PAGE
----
Soc. Sec. Commission: Shrink Benefits, Allow Stock Investments

November 30, 2001 ( - President Bush's Social Security Commission will propose shrinking benefits for most future retirees, while allowing them to invest part of their payroll taxes in the stock market in a new personal investment account, according to an Associated Press report.

One commission suggestion for reforming the system would be to tie the growth of benefits checks to inflation instead of wage growth starting in 2009. That would keep Social Security afloat without increasing government spending.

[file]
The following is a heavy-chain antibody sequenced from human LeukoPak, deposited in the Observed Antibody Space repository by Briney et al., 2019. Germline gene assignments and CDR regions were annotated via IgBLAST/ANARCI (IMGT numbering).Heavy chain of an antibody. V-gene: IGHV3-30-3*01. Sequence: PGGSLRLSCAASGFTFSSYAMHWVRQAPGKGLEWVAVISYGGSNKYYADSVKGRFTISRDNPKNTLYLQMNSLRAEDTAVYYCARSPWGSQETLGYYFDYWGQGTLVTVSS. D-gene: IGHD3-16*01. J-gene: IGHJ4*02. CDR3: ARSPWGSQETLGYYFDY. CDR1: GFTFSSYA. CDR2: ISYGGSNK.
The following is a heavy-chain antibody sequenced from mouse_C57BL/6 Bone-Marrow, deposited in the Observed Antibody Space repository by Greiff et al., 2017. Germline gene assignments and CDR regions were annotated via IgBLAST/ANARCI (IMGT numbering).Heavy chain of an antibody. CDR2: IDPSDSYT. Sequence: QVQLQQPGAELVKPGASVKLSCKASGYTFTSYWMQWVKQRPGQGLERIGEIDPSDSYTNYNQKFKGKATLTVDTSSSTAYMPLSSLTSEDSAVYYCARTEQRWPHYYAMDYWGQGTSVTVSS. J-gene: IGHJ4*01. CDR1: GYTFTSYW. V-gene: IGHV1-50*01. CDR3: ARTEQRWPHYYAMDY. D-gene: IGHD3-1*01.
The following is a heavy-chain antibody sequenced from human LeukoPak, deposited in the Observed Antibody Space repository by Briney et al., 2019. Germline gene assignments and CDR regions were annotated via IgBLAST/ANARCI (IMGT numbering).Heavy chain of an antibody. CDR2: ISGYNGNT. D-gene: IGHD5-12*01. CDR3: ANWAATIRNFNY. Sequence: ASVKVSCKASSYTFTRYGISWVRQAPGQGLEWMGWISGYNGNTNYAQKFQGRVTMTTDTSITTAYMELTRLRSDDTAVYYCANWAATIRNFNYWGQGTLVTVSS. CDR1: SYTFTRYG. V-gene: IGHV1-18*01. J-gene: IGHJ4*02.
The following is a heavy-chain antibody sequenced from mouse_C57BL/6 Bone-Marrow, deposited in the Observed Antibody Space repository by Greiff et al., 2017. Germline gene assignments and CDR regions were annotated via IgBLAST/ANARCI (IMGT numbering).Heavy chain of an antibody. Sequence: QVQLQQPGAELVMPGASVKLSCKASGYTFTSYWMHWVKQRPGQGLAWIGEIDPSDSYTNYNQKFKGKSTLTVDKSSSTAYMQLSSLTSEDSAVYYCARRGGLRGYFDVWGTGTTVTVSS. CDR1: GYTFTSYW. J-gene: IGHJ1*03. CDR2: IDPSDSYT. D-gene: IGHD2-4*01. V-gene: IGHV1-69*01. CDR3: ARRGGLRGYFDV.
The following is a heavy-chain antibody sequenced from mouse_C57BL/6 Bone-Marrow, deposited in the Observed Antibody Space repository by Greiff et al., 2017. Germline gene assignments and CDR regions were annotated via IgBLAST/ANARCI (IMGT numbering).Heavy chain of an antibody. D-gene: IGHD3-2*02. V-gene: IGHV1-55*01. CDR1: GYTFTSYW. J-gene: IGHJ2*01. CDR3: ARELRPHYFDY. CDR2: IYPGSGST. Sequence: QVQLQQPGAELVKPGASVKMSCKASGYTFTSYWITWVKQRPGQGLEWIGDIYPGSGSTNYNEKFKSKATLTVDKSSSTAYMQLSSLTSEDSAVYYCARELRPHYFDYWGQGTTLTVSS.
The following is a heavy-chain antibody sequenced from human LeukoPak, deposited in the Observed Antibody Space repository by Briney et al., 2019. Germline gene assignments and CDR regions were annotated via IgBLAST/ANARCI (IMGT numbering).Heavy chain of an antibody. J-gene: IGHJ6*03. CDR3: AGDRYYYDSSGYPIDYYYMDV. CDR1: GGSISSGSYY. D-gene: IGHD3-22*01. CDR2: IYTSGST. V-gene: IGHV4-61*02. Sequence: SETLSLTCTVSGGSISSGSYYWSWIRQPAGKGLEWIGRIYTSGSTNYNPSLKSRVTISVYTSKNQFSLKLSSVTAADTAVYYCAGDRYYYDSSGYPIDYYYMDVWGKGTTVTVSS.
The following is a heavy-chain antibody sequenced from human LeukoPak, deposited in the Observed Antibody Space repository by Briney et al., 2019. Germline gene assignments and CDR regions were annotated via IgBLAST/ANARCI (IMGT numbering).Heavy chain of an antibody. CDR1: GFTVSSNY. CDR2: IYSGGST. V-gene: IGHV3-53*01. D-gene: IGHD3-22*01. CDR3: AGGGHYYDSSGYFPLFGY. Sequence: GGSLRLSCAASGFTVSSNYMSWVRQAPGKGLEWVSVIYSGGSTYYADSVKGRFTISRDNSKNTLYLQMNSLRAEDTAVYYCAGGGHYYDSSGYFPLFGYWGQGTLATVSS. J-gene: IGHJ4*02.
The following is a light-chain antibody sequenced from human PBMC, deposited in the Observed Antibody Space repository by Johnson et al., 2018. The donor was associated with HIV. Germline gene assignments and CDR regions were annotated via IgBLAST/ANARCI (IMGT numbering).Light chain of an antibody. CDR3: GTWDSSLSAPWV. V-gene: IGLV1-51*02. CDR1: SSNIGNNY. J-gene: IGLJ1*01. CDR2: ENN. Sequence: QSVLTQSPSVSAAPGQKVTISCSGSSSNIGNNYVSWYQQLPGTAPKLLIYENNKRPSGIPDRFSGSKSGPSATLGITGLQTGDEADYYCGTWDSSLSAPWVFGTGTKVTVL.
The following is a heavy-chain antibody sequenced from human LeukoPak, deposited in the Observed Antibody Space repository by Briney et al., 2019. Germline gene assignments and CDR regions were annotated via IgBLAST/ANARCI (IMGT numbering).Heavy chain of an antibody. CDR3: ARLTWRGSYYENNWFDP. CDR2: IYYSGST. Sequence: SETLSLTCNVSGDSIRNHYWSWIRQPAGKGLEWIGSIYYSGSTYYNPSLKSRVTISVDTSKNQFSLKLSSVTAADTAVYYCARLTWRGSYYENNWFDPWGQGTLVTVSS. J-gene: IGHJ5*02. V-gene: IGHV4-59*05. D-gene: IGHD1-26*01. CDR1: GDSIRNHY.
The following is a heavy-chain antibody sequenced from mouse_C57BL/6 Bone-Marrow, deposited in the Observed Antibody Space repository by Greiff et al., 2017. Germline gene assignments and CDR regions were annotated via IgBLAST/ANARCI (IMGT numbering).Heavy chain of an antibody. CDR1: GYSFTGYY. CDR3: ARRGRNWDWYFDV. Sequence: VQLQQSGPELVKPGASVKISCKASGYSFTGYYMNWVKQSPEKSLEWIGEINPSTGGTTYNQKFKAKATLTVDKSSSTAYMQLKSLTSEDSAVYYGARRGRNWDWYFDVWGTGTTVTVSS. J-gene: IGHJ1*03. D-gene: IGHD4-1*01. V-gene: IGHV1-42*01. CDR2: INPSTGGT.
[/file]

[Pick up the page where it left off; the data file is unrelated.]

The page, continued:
As part of that plan, workers would have the option of investing 4% of their wages in a personal account, with their benefits reduced by this amount plus 2% annual interest.

Another option is to adjust Social Security checks downward beginning in 2009 to take into account longer life expectancy. This proposal would require additional government spending, and incentives for postponing retirement would need to be added.

In this second proposal, workers would have to invest an additional 1% of their paychecks before being eligible to put 2.5% of their payroll taxes into personal accounts. Tax credits would help low-income workers to come up with the starter money.

The commission plans to report to Bush in December, but members acknowledge the issue is unlikely to move forward in Congress before the 2002 elections.